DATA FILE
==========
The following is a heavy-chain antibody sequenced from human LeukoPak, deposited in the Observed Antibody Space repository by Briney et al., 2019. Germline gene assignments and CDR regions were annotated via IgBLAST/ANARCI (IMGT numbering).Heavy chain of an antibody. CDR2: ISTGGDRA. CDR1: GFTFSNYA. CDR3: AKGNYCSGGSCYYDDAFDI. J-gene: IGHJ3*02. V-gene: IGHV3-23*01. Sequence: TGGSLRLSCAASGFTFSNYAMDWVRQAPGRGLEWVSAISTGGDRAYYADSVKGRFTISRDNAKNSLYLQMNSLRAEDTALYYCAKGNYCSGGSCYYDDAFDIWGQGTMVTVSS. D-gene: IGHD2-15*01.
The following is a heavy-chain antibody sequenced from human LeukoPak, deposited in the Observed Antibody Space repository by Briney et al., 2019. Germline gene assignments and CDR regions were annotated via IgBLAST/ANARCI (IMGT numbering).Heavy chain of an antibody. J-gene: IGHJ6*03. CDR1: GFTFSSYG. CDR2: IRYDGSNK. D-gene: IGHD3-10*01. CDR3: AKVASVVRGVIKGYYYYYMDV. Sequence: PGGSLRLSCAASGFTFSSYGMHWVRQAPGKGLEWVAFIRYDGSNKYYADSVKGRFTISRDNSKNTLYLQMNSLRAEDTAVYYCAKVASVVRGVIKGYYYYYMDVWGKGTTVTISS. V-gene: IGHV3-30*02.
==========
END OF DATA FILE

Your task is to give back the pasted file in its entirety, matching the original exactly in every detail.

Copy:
The following is a heavy-chain antibody sequenced from human LeukoPak, deposited in the Observed Antibody Space repository by Briney et al., 2019. Germline gene assignments and CDR regions were annotated via IgBLAST/ANARCI (IMGT numbering).Heavy chain of an antibody. CDR2: ISTGGDRA. CDR1: GFTFSNYA. CDR3: AKGNYCSGGSCYYDDAFDI. J-gene: IGHJ3*02. V-gene: IGHV3-23*01. Sequence: TGGSLRLSCAASGFTFSNYAMDWVRQAPGRGLEWVSAISTGGDRAYYADSVKGRFTISRDNAKNSLYLQMNSLRAEDTALYYCAKGNYCSGGSCYYDDAFDIWGQGTMVTVSS. D-gene: IGHD2-15*01.
The following is a heavy-chain antibody sequenced from human LeukoPak, deposited in the Observed Antibody Space repository by Briney et al., 2019. Germline gene assignments and CDR regions were annotated via IgBLAST/ANARCI (IMGT numbering).Heavy chain of an antibody. J-gene: IGHJ6*03. CDR1: GFTFSSYG. CDR2: IRYDGSNK. D-gene: IGHD3-10*01. CDR3: AKVASVVRGVIKGYYYYYMDV. Sequence: PGGSLRLSCAASGFTFSSYGMHWVRQAPGKGLEWVAFIRYDGSNKYYADSVKGRFTISRDNSKNTLYLQMNSLRAEDTAVYYCAKVASVVRGVIKGYYYYYMDVWGKGTTVTISS. V-gene: IGHV3-30*02.